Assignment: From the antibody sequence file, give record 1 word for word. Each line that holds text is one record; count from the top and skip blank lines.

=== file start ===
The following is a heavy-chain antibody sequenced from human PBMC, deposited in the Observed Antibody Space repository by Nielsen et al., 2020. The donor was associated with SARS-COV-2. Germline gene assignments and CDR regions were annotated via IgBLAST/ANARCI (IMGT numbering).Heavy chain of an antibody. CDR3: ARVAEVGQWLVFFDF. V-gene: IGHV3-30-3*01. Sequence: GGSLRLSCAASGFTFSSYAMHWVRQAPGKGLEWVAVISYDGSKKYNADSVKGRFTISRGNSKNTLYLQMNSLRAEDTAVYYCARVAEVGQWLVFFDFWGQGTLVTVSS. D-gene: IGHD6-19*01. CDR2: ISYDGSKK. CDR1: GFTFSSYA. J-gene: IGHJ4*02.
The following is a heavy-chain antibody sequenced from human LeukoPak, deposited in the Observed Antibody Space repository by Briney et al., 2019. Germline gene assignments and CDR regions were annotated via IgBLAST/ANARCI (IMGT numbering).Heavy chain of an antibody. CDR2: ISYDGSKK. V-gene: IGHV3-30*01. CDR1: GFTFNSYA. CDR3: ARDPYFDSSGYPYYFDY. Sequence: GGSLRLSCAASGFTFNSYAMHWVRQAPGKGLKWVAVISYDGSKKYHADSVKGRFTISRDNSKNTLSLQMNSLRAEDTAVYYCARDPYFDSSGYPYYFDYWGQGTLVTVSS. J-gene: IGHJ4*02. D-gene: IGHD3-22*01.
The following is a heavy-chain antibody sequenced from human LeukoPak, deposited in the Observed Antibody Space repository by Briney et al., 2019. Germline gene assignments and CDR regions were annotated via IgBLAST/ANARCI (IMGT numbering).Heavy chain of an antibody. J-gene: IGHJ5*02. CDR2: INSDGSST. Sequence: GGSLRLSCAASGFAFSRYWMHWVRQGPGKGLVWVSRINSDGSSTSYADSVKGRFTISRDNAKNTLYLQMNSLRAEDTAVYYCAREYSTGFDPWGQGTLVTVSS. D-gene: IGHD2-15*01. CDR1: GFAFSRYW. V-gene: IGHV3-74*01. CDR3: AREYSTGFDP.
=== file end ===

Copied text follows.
The following is a heavy-chain antibody sequenced from human PBMC, deposited in the Observed Antibody Space repository by Nielsen et al., 2020. The donor was associated with SARS-COV-2. Germline gene assignments and CDR regions were annotated via IgBLAST/ANARCI (IMGT numbering).Heavy chain of an antibody. CDR3: ARVAEVGQWLVFFDF. V-gene: IGHV3-30-3*01. Sequence: GGSLRLSCAASGFTFSSYAMHWVRQAPGKGLEWVAVISYDGSKKYNADSVKGRFTISRGNSKNTLYLQMNSLRAEDTAVYYCARVAEVGQWLVFFDFWGQGTLVTVSS. D-gene: IGHD6-19*01. CDR2: ISYDGSKK. CDR1: GFTFSSYA. J-gene: IGHJ4*02.